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Experiences of physical complications and sequelae among living liver donors
Korean J Transplant 2019;33:36-45
Published online June 30, 2019
© 2019 The Korean Society for Transplantation.

Sun Ju Jeong, Han Na Kim

Department of Nursing, Suwon Women’s University, Suwon, Korea
Correspondence to: Han Na Kim Department of Nursing, Suwon Women’s University, 72 Onjeong-ro, Gwonseon-gu, Suwon 16632, Korea Tel: +82-31-290-8234, Fax: +82-31-290-8208 E-mail: sunjuright@swc.ac.kr
Received March 15, 2019; Revised May 10, 2019; Accepted May 16, 2019.
This is an Open Access article distributed under the terms of the Creative Commons Attribution Non-Commercial License (http://creativecommons.org/licenses/by-nc/3.0) which permits unrestricted non-commercial use, distribution, and reproduction in any medium, provided the original work is properly cited.
Abstract
Background: This study aimed to investigate the aspects of physical complications and sequelae of living liver donors in the context of the Korean culture. A deeper understanding of these experiences will provide basic data necessary for medical management programs for living liver donors and for those expecting to become living liver donors.
Methods: We used a descriptive ethnographic research method through in-depth interviews and participant observation. Data were collected from January 2016 to December 2017, till adequate quantity of data was obtained. Data were collected from 11 living liver donors using the “snow ball” method. In-depth interviews were conducted two to five times per participant, and the duration of each interview was 2 to 3 hours.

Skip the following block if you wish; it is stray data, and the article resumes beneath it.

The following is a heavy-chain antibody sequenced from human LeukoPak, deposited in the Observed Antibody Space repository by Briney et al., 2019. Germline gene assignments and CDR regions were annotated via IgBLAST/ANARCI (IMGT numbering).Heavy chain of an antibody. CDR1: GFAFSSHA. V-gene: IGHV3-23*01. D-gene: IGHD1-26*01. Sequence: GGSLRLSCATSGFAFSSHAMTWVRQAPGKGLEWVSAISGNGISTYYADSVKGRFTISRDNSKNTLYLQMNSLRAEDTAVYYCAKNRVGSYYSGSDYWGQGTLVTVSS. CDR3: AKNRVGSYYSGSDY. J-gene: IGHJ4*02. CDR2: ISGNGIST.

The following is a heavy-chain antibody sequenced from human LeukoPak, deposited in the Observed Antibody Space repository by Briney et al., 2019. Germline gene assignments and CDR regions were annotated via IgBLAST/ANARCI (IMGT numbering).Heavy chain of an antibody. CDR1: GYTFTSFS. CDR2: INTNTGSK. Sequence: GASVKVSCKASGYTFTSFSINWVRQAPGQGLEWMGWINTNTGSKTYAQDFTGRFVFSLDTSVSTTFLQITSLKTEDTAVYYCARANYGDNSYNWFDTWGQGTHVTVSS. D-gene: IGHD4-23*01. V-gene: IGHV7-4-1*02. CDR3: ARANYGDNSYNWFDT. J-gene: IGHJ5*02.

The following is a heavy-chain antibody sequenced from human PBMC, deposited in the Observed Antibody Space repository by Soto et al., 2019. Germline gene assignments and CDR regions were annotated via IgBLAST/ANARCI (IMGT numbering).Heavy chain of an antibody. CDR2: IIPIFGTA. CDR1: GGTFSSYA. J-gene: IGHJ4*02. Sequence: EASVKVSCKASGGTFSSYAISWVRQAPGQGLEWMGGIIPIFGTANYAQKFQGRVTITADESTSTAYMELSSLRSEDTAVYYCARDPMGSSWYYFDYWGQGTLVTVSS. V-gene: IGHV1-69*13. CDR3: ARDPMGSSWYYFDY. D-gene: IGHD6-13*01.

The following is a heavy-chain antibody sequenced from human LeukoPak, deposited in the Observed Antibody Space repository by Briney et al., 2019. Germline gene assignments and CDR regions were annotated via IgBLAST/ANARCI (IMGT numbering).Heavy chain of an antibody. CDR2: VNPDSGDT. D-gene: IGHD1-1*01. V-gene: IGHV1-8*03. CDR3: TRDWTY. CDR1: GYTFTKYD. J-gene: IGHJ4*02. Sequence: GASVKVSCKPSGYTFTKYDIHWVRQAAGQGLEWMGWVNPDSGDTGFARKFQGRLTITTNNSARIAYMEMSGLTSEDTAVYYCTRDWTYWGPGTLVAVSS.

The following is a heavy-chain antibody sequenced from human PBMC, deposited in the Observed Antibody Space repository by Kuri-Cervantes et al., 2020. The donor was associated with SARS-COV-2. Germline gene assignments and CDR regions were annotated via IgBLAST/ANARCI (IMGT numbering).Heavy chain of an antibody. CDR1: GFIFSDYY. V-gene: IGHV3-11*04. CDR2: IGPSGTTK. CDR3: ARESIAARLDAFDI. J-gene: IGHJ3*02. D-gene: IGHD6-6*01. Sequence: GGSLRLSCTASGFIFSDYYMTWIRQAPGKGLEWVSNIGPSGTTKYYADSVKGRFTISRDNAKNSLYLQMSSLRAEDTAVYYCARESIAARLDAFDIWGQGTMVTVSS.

Results: The results were organized into one domain, three categories, and 12 subcategories. The domain of “physical sequelae remaining after donation” was derived from “experience of internal organ disorders,” “long-lasting chronic pain,” “decrease in immunity and increase in disease incidence.” The experiences of “experience of internal organ disorder” were described as feelings of physical constraints similar to being disabled, 100% recovery to predonation status is not possible, markedly different stamina compared to that before donation, and fatigue, with increased difficulty in performing the activities of daily life.
Conclusions: Provision of appropriate medical care and continuous and systematic health care consultation before and after donation, and development of adequate support systems for donors are essential.
Keywords : Living donors; Donor’s complication; Sequelae; Liver transplantation; Organ transplantation


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